spond-, spon-, spons-, -spondence, -spondent,
-spondency, -spondencies

(Latin: to bind oneself; to pledge; to promise solemnly; to adopt and support a cause)

correspond (verb), corresponds; corresponded; corresponding
1. To be in harmony or to agree or match almost exactly: It seems that Jim's ideas correspond with his wife's.

Bill's professor said that when the ideas of a speaker correspond to the thinking of those of the audience, then communication is successful.

2. To be similar: The fins of fish are said to correspond to the wings of birds.
3. To exchange messages with another person or to write letters to other people: Although Crystal often traveled around the world as a reporter, she and her personal physician often corresponded whenever she needed medical advice.

Over the decades, Grace's mother was usually corresponding monthly with her six children and their families because they were living far away in other parts of the country.

correspondence (s) (noun), correspondences (pl)
1. A close similarity, equivalence, or connection: The correspondence of Brandon's writing objectives with those of his wife made their lives more comprehensible and harmonious.
2. The communication or the exchanges of messages via computers or letters with other people: Bruce's military wife, who is overseas, really enjoys the correspondence she receives from her husband and two children.

E-mails and telephone calls provide important correspondences that are very important for personal contacts and for businesses that need to provide faster services to their customers than normal postal methods can deliver.

correspondent (s) (noun), correspondents (pl)
1. Someone who communicates with another person through a written text; such as, a letter, e-mail, etc.: Mary's sister, Ginny, is a great correspondent who writes lively letters and cards and sends frequent electronic communications from her computer to other computer users.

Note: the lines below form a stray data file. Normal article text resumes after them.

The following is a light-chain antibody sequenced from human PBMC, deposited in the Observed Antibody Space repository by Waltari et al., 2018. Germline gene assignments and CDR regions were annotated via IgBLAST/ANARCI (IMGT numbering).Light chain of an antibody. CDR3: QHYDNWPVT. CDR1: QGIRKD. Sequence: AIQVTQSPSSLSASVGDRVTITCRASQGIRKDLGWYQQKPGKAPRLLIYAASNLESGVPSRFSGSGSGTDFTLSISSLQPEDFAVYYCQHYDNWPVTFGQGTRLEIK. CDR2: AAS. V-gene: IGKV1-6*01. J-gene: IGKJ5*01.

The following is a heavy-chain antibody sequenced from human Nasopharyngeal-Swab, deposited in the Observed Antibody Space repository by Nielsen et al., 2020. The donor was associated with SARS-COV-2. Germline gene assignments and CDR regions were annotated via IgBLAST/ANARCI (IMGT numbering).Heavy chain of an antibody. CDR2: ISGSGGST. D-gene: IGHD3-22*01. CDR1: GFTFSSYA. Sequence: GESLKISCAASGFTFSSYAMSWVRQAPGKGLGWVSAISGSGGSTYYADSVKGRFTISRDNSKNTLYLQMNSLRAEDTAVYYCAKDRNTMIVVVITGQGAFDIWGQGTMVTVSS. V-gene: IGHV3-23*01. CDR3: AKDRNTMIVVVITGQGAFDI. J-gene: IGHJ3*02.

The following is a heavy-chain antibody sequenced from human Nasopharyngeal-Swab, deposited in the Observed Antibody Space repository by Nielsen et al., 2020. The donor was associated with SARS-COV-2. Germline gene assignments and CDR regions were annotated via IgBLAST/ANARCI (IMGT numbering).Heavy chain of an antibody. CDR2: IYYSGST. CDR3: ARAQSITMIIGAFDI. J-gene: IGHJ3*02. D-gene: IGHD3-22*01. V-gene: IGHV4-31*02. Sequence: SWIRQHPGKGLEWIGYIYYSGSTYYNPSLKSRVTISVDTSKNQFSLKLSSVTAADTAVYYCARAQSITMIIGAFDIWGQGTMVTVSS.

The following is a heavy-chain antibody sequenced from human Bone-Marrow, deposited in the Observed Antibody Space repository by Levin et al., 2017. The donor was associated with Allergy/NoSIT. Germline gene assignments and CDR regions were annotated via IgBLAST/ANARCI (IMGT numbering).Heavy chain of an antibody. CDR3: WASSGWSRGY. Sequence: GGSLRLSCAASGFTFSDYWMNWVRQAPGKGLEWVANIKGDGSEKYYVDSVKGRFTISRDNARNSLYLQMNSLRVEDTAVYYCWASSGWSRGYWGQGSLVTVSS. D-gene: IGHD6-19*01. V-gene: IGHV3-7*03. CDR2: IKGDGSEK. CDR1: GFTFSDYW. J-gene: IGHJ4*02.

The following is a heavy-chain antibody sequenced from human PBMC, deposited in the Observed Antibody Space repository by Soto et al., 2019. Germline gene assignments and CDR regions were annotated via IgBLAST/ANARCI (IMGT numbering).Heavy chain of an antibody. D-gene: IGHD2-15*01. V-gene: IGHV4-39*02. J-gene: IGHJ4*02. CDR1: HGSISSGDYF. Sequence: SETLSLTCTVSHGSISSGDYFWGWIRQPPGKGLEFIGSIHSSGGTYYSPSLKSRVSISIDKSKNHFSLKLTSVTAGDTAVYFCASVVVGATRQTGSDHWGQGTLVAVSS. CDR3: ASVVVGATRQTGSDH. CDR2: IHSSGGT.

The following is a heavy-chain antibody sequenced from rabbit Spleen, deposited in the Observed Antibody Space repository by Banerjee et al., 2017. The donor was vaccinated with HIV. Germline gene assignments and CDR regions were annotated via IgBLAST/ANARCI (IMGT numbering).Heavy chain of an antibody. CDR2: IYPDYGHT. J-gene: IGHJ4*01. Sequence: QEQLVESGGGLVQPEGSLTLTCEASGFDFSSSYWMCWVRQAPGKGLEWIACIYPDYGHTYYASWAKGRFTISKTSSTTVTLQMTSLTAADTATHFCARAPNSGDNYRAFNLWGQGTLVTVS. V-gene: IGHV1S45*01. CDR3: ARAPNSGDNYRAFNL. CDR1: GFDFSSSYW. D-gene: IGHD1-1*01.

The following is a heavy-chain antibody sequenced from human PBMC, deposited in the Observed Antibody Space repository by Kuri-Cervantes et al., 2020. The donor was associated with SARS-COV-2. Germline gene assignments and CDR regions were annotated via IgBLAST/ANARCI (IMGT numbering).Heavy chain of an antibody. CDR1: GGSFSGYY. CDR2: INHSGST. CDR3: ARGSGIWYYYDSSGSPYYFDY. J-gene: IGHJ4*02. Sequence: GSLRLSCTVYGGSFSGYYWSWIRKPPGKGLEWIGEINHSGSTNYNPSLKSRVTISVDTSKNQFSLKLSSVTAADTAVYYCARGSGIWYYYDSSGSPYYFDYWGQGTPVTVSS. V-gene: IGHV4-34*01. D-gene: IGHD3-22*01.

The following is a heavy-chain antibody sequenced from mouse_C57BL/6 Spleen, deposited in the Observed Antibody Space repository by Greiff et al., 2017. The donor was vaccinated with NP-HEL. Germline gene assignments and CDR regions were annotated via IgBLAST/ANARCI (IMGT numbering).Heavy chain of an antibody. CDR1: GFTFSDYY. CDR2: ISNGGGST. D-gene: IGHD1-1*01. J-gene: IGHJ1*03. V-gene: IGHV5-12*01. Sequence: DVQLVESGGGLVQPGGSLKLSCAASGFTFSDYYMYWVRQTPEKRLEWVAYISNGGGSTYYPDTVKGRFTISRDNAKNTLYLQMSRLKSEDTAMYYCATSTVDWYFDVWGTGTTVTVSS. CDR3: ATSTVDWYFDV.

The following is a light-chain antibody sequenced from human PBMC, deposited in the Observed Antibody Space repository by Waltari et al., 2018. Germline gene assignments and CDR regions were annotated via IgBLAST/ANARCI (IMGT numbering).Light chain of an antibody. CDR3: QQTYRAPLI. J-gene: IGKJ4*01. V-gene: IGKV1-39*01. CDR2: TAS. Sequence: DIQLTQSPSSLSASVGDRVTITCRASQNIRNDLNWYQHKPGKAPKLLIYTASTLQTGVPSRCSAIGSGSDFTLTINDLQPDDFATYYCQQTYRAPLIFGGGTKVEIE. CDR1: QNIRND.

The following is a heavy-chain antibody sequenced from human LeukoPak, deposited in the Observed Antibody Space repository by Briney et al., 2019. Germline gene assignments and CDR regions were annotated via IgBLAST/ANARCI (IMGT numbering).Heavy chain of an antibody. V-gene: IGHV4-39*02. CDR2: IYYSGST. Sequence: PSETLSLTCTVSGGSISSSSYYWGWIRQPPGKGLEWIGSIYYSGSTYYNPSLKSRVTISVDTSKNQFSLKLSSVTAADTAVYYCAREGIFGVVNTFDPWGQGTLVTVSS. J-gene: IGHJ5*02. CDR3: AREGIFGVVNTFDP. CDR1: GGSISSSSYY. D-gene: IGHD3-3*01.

2. A media reporter who is assigned specific topics to write about; for example, foreign and domestic sports, etc.: Margaret was one of the correspondents for the local newspaper on international monetary issues and was often interviewed on television.
correspondent (adjective), more correspondent, most correspondent
Similar to another item in many aspects but with discernible differences: "Robert" is a male name and the correspondent name for a female is "Roberta".
correspondently (adverb), more correspondently, most correspondently
Relating to the process of writing and communicating via written letters or verbally on broadcast stations: The reporter for the national news service correspondently wrote for TV news programs in order to ensure the dissemination of as much information from all around the world as possible.
correspondingly (adverb), more correspondingly, most correspondingly
Conveying an opinion that suggests harmonization, accord, and agreement: The manner and attitude of the company president was correspondingly acceptable by the union regarding the issue of additional pay for overtime hours.
despond (verb), desponds; desponded; desponding
To lose hope, to become very discouraged, or to despair: After being ill for several months, Carol had desponded of ever feeling healthy and energetic again; however, now she has recovered and is doing much better.